PHILADELPHIA, Pa. -- When Barack Obama spoke at his final Democratic convention as president Wednesday night, it was impossible not to remember the night in 2004 when his first speech to the DNC in Boston launched him onto a lightning-fast path to the White House.
He was just a state senator then, but convention speeches can do that for a person who is able to match his rhetoric to the moment. It happened for Sen. Marco Rubio after he spoke to the Republican National Convention four years ago, and Housing and Urban Development Secretary Julian Castro, who can trace his spot on the short list for vice president this year to the speech he delivered as the mayor of San Antonio to the 2012 DNC.
So as the Republican and Democratic conventions wrapped up this week and last, I was curious to hear who party members and attendees thought had popped out as their parties' rising stars. But instead of long lists of new names, I almost universally got blank stares or extended silences.
"Um, nobody?" one Democrat said to me. Republicans had just about the same answer.
For very different reasons, the conventions featured the faces of the past and present for each party, but the obvious stars of the future were harder to find.
For the Republicans in Cleveland, there were so many no-shows at the convention to nominate Donald Trump that the event became a huge missed opportunity to showcase their best and brightest talents. Neither South Carolina Gov. Nikki Haley nor Nevada Gov. Brian Sandoval spoke last week at what could be their last moment on the national stage.
New Mexico Gov. Susana Martinez stayed away, and so did every member of the Bush family, including George P. Bush, Jeb's son and the land commissioner of Texas who is widely assumed to be the next Bush likely to be a breakout star.
I followed up with several delegates who went to the RNC to see whom they remembered best. No one really stood out, one delegate said to me. Another agreed and added, "I'm sad for our country."
Others worried that if Trump fares poorly in November, he could take out dozens of the party's future leaders with him, whether they went to the Cleveland convention or not.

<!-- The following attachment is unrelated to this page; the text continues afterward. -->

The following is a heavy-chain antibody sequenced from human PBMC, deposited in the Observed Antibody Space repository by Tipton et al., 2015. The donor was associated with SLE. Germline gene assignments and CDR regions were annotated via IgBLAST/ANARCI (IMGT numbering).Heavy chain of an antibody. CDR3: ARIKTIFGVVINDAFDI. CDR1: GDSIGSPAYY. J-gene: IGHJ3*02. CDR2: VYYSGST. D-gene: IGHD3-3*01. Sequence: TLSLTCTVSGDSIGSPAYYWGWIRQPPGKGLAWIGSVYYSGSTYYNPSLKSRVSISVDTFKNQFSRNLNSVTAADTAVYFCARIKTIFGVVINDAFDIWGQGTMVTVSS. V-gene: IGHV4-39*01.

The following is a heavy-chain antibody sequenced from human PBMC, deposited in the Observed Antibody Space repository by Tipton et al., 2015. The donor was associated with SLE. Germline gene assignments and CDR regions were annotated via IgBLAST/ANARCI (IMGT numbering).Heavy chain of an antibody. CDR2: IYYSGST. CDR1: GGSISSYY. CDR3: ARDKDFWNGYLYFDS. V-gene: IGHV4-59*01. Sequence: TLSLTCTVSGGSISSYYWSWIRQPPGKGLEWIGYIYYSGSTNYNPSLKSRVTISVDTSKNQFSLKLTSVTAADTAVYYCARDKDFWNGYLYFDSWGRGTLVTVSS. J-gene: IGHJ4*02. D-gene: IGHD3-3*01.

Democrats in Philadelphia seemed to have the opposite problem. With so many of the party's current generation of leaders and superstars in prime-time spots, from Michelle Obama to Bill Clinton, Bernie Sanders, Elizabeth Warren, Joe Biden and Barack Obama, there was simply too little light or oxygen left over for still-growing talent.
"There just wasn't room for anyone else," a delegate told me. When I asked another who might have emerged as the next Obama, the answer I got back was a shoulder shrug. "There's not much of a bench."
Together, the conventions seemed to both reflect and presage a potential lost generation of political leaders. The Trump factor may already be wiping out opportunities for young Republican leaders, who either don't want to be associated with him or won't have their jobs if he causes major losses down-ballot.
On the Democratic side, the two Obama terms were remembered in Philadelphia as eight years of moving forward on progressive promises, but they also cost Democrats control of the House and Senate and took out dozens of potential stars in the process. Would one of those defeated Democrats have risen to prominence at the DNC? We'll never know.
Of the conventions' speakers who got the most buzz, Ivanka Trump and first lady Michelle Obama stood out as two of the very best. But they were deliberately apolitical speeches from two women who appear to have no interest in going into politics. New Jersey Sen. Cory Booker's performance stood out for some Democrats, but even he couldn't nail down one of the highest profile, late-in-the week slots with so many others getting the time.
We don't know yet how November will turn out, but it was easy enough to see this week that we'll have to wait four more years to see what the future is really going to look like for Democrats and Republicans, because we definitely didn't see it at the parties' conventions this year.Roll Call columnist Patricia Murphy covers national politics for The Daily Beast. Previously, she was the Capitol Hill bureau chief for Politics Daily and founder and editor of Citizen Jane Politics. Follow her on Twitter @1PatriciaMurphy.
After a campaign lasting more than a year and taking in all 50 states, Hillary Rodham Clinton has delivered a speech that will go down in history. As the first woman to secure a major party's nomination for president of the United States, her address to the Democratic National Convention was a milestone for women's leadership in the United States and beyond. As she put it: "When any barrier falls in America, for anyone, it clears the way for everyone. When there are no ceilings, the sky's the limit."